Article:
USDA faulted for not testing turkey
Proper thawing, handling, & cooking as important as ever, says CSPI
Consumers shopping for Thanksgiving turkeys this year will have no idea if their turkeys are coming from clean facilities or dirty facilities, according to the nonprofit food-safety watchdog, the Center for Science in the Public Interest (CSPI). That’s because the Department of Agriculture (USDA) has all but abandoned a program that tests whole turkeys for Salmonella—a leading cause of foodborne illness. CSPI called on Agriculture Secretary Ann Veneman to restore that program, and to also test whole turkeys for another bacterium, Campylobacter.
“Who is the turkey at USDA that stopped testing turkeys?” asked CSPI food safety director Caroline Smith DeWaal. “Without government testing, turkey producers have less incentive to control dangerous hazards like Salmonella and Campylobacter, and consumers have less information on which to base their choices.”
According to CSPI, children and senior citizens are especially vulnerable to foodborne illness from Salmonella. But to reduce the risk of food poisoning all consumers, no matter where they get their turkey, should follow some basic rules for thawing, handling, and cooking:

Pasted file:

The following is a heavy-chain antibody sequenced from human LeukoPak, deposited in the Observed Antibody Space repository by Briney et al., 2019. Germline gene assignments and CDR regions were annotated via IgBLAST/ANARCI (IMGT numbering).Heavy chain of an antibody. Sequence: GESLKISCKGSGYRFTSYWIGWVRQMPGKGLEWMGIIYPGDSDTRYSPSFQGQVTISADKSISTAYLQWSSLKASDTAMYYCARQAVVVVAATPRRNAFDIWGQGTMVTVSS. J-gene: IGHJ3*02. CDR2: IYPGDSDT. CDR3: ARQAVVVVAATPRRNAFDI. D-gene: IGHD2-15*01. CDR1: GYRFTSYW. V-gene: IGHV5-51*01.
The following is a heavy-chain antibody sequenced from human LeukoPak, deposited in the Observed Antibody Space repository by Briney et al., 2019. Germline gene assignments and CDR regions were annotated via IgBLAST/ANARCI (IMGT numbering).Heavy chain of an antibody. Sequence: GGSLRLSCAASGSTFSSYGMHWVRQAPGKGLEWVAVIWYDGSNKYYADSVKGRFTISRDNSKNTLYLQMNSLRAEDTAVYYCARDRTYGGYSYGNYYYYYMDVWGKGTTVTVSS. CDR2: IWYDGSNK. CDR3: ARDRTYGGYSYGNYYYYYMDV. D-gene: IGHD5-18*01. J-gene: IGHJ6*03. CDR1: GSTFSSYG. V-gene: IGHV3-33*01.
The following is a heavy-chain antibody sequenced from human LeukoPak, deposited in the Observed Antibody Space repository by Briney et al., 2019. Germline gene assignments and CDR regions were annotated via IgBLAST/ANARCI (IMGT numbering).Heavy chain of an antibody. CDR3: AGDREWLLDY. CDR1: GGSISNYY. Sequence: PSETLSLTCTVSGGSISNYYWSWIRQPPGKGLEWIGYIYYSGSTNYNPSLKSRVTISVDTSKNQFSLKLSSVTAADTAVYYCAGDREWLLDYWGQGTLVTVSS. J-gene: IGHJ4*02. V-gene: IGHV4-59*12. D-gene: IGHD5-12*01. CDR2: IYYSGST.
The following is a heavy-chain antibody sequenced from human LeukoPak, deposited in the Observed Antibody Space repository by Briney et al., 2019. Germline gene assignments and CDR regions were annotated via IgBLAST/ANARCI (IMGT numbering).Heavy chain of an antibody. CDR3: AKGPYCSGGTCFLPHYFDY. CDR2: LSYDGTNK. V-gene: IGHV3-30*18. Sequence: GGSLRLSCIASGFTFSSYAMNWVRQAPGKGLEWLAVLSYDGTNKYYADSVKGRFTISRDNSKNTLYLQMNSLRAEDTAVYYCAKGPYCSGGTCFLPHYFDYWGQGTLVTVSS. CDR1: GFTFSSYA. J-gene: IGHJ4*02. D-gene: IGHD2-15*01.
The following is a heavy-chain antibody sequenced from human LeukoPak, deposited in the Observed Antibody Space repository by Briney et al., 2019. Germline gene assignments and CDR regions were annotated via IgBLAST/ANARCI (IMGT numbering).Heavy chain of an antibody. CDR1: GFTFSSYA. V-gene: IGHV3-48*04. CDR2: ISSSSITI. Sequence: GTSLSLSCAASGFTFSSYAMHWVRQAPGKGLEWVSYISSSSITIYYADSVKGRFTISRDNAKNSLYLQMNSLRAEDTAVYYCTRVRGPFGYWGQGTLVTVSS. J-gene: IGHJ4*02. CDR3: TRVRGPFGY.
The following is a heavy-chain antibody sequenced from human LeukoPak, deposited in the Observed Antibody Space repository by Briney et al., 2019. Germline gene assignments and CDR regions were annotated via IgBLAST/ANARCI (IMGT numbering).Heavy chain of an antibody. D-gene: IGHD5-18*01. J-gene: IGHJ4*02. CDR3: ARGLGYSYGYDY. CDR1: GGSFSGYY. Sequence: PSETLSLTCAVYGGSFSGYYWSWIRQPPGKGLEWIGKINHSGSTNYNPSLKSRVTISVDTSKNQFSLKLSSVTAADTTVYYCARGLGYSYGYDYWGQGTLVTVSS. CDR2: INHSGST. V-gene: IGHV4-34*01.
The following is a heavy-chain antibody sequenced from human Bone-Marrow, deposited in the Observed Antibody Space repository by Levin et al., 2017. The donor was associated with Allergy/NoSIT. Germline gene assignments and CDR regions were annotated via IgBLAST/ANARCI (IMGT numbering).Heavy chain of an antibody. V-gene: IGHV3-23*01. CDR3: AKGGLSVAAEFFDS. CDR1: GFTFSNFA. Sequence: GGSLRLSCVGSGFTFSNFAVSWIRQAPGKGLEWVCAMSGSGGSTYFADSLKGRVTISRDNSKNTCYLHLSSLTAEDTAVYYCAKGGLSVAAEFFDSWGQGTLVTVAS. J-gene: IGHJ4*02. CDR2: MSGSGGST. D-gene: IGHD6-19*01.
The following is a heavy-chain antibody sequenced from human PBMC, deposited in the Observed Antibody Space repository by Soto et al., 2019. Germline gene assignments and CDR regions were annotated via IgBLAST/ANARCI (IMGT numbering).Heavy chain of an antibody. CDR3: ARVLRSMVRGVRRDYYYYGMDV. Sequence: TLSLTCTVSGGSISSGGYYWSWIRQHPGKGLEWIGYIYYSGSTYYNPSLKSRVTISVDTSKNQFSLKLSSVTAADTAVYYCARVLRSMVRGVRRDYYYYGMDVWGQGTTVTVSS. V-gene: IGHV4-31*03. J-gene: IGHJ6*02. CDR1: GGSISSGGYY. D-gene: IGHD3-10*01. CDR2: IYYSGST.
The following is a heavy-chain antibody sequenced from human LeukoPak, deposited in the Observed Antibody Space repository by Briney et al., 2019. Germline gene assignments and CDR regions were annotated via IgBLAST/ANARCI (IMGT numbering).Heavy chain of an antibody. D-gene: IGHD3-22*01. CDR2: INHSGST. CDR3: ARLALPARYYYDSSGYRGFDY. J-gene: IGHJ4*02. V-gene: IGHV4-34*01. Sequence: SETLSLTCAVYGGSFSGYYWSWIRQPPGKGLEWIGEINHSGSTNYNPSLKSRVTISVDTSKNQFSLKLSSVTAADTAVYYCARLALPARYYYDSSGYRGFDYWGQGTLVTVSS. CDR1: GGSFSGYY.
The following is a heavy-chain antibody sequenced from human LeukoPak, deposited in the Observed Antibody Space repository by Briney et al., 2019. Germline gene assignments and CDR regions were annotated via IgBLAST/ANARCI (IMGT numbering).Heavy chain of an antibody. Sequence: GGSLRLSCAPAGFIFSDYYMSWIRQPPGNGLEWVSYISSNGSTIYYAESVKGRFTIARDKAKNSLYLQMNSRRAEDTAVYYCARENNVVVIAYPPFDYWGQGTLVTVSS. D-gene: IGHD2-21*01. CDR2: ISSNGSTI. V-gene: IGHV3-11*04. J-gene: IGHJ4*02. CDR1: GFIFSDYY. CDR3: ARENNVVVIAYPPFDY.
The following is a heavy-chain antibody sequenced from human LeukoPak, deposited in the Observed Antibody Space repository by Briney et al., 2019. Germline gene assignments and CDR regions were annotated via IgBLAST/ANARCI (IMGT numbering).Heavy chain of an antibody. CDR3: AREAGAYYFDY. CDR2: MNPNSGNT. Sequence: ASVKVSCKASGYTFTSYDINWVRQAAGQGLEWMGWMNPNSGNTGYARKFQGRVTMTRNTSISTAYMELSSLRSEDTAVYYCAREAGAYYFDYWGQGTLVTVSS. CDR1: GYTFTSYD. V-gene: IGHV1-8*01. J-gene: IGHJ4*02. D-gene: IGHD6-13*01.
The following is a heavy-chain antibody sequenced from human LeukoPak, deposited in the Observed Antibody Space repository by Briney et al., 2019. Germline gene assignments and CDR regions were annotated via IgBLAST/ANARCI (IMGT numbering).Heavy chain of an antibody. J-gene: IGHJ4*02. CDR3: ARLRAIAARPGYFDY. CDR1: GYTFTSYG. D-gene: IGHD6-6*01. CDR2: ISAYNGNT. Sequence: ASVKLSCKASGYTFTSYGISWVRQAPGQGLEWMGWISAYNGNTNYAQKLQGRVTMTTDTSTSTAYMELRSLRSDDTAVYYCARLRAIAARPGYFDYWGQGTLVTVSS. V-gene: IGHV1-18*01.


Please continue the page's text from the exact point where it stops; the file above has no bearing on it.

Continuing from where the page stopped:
- Thawing. Frozen turkeys can be thawed in the refrigerator, microwave, or in cold water. For turkeys thawed in the refrigerator, allow 24 hours for every 5 pounds of turkey. If thawing in cold water, the water should be changed every 30 minutes and allow 30 minutes of defrosting per pound of turkey.
- Handling. Use hot soapy water to clean hands, counter tops, and utensils before and after preparing the turkey. Many cases of foodborne illness result from cross-contamination in the kitchen.
- Cooking. Set oven temperature to at least 325 degrees, and cook the turkey until a meat thermometer reads 165 degrees in the thickest part of the thigh. CSPI recommends cooking stuffing outside the turkey rather than inside.
- Leftovers. Leftovers should be refrigerated within two hours after the meal. Divide the turkey into smaller pieces and store the turkey separately from leftover stuffing and gravy.
“These turkey safety tips may seem elementary, but they’re worth repeating, especially for the benefit of first-time turkey cooks,” DeWaal said. “Believe it or not, we’ve been told that people have asked whether they can thaw their turkey with a hair dryer or cook it in the dishwasher.”
But CSPI also says that even the most diligent home cooks deserve the security of a government safety testing program, and the opportunity to chose turkeys from plants that demonstrate success at controlling Salmonella.
“Previous government testing has shown that some turkey plants can achieve a contamination rate of zero percent,” DeWaal said. “But because USDA isn’t testing, consumers can’t seek out the best birds.”
CSPI also today issued an email activist alert to its subscribers.
“We need consumers’ help if we are going to get useful consumer information from USDA next year,” DeWaal said. “Visit our website at www.cspinet.org/takeaction and tell Secretary Veneman to restart the testing of turkeys for Salmonella and Campylobacter, so the public can choose safer turkeys next year.”